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Toward an Understanding of the Relationship Between Race/Ethnicity, Gender, First-generation Student Status, and Engineering Identity at Hispanic-serving Institutions

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Conference

2021 ASEE Virtual Annual Conference Content Access

Location

Virtual Conference

Publication Date

July 26, 2021

Start Date

July 26, 2021

End Date

July 19, 2022

Conference Session

Research on Diversity, Equity, and Inclusion

Tagged Division

Educational Research and Methods

Tagged Topic

Diversity

Page Count

17

Permanent URL

https://strategy.asee.org/37917

Download Count

90

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Paper Authors

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Stephanie M. Arnett New Mexico State University

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Stephanie M. Arnett earned her Ph.D. in Sociology from the University of Notre Dame and is currently an Assistant Professor in the Department of Sociology at New Mexico State University. Her research focuses on the sociology of education, race and ethnicity, and social stratification, with much of her work focusing on international comparisons, especially in the Latin American region. Her cross-national research examines how family socioeconomic status, school factors, and the structural characteristics of nations interact in order to produce education stratification, and identifying specific contexts that weaken the relationship between social class and academic outcomes. She is also currently working with Dr. Sandra Way and the New Mexico Alliance for Minority Participation to examine how college experiences shape scientific identity development and STEM educational outcomes for women and underrepresented minority students in the state of New Mexico.

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Sandra M. Way New Mexico State University

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Sandra Way earned her Ph.D. from the University of Arizona before working as a Post-Doctoral Fellow at RAND Education. She is presently an Associate Professor in the Department of Sociology at New Mexico State University. Her scholarship focuses on the effects of school organization and climate on students’ behavioral and achievement outcomes. As the Co-PI for New Mexico Alliance for Minority Participation, she is leading a mixed-methods study to examine how college experiences shape scientific identity development and STEM educational outcomes for women and underrepresented minority students.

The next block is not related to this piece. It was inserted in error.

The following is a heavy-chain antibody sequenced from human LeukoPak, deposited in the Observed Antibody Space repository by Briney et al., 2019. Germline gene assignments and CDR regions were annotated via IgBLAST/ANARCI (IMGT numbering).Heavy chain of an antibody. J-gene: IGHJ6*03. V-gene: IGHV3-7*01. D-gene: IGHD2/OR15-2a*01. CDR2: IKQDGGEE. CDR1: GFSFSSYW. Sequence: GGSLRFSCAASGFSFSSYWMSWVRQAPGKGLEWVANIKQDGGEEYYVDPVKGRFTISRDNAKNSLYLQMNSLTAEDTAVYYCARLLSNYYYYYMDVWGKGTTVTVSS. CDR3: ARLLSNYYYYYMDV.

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David G. Ortiz New Mexico State University

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Dr. David G. Ortiz is an Associate Professor of Sociology and inaugural faculty fellow for the Center of Latin American and Border Studies (CLABS) at New Mexico State University. He received his Ph.D. in Sociology from the University of Notre Dame and his interests include social movements, political sociology, Latin American Studies, sociology of disasters, digital media communication, and research methods. Most of his work is cross-national, comparative, and with a regional focus on Latin America, Mexico and the US-Mexico Border. His work has been published in Mobilization, Sociological Inquiry, Sociological Perspectives, and Qualitative Sociology, among others.

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Lorissa B. B. Humble New Mexico State University

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Lorissa Humble is a recent graduate from New Mexico State University with a Bachelor’s in sociology and a minor in math. She is set to begin her Master’s program in applied statistics in Fall 2021 at the University of Pittsburgh. Currently, she works as a research assistant for the New Mexico Alliance for Minority participation studying student persistence and retention in STEM disciplines.

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Analyssa D. Martinez New Mexico State University